Hero in a wheelchair

Brooklyn, New York (My9NJ) -

18-year-old Johileny Meran is the kind of person who could have every excuse not to achieve. Her mom died of cancer four years ago, leaving her homeless, and she's in a wheelchair and has cerebral palsy.

Yet, she not only manages to achieve, she thrives.

When Meran was 8-years-old, she had to use a walker, then during a surgery, something went wrong and forced her to use a wheelchair.

She actually prefers to walk with crutches, no matter how difficult it may be for her.

Currently, she lives in a shelter, but her high school in Brooklyn is the only place she feels at home.

"I live with grandmother and younger brother. My mom passed away four years ago of cancer… I can't go out at night, I lose freedoms, and no visitors after curfew," she says.

Mariela Regalado, Director of College Counseling at the CollegeBound Initiative, discusses Meran's perseverance.

"She's only 18-years-old and the things that she's had to survive, and go through, doesn't stop her. If anything, all the obstacles motivated her," Regalado says. "A lot of odds played against her, and she lets it work for her. It's interesting to see a person with a lot of reasons to quit and doesn't."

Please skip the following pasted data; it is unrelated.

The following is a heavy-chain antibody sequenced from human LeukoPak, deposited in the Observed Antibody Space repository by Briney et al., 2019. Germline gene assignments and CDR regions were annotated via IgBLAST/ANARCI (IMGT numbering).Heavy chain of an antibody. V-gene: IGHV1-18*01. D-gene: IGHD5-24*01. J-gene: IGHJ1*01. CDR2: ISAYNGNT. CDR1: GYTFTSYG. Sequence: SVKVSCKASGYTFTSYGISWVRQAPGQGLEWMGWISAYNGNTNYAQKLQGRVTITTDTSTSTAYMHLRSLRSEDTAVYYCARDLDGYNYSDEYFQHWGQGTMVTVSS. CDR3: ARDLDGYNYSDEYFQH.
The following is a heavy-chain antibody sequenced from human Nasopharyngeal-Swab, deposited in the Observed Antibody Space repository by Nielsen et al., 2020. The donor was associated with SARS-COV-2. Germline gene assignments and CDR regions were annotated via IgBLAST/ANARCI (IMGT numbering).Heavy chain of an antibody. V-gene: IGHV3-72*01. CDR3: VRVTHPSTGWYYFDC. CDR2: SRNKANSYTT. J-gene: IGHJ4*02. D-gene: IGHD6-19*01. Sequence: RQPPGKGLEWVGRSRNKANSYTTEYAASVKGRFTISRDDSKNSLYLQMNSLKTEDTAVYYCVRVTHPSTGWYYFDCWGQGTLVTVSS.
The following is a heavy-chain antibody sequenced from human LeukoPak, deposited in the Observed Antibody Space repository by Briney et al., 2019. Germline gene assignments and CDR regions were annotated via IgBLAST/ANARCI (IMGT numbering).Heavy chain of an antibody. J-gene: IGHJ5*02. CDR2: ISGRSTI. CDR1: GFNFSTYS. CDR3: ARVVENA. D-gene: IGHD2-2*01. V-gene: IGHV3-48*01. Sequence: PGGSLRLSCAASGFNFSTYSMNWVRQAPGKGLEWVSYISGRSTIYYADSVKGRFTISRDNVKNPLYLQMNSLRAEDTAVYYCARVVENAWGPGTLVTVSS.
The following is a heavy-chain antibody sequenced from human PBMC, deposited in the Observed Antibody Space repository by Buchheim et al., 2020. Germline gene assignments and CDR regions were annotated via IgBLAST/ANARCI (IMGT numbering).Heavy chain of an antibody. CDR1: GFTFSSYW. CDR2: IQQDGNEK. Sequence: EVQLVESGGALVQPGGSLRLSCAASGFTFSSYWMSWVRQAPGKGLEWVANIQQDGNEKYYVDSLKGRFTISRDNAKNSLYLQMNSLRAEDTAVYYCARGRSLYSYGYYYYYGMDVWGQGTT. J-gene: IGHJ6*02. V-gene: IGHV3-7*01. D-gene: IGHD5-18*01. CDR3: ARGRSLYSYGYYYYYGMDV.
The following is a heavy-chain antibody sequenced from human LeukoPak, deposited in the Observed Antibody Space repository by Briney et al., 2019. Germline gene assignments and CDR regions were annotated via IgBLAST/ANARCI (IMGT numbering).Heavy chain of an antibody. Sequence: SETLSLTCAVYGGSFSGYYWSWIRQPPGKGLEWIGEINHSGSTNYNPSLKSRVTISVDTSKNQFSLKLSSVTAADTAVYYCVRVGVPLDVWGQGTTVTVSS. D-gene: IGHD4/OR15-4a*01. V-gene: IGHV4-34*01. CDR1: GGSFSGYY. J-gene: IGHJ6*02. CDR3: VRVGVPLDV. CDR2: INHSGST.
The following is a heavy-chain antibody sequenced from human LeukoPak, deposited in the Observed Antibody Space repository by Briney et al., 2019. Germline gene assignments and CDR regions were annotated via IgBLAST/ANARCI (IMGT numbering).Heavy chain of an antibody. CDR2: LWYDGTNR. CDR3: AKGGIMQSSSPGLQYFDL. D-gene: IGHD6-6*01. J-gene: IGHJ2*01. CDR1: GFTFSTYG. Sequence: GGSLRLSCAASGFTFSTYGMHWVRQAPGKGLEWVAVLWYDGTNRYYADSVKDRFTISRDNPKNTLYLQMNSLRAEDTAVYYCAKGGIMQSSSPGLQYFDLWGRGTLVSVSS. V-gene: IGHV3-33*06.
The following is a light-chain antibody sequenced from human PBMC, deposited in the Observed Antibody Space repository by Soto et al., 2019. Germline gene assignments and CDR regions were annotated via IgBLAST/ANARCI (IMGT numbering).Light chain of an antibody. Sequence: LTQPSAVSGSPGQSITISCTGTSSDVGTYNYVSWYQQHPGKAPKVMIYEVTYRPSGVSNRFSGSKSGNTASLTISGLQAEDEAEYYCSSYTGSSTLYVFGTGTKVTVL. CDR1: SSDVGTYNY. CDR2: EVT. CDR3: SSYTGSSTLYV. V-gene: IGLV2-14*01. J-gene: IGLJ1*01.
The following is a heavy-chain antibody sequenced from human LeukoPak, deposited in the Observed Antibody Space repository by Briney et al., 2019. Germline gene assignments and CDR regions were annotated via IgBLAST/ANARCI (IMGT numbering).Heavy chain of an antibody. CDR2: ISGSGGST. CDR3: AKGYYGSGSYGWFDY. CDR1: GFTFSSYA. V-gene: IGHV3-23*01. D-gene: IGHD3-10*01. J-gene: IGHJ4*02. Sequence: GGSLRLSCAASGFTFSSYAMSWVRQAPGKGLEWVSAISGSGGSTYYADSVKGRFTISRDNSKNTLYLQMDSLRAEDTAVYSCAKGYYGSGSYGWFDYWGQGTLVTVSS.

Meran has already been told that she's ranked number one in her class.

“I'm an overachiever. I don't like to just settle for anything," Meran says. "The highlight of my high school career, graduation is in June, but… I'm on track to be valedictorian and very happy about that, it's well deserved."

After high school, she plans to go to college to become a pediatric oncologist to help treat infants, children, and adolescents who have been diagnosed with cancer.

She's applied to more than 28 colleges and, so far, she has received acceptance letters from Stony Brook and Hunter College.

But her main concern is how she's going to afford college and how her future will pan out.

"I wish to have a better future. I wish to have a better future and know won't be in danger of having to live in a shelter with my family again, not uncomfortable safety. But don't know when that'll change," she says.

She was actually recognized by the Garden of Dreams Foundation and was awarded with a $10,000 scholarship for college.

As hard of a worker Meran is, she says she needs more help to make her dreams come true. You can donate to her by clicking this link: http://www.razoo.com/story/Ywln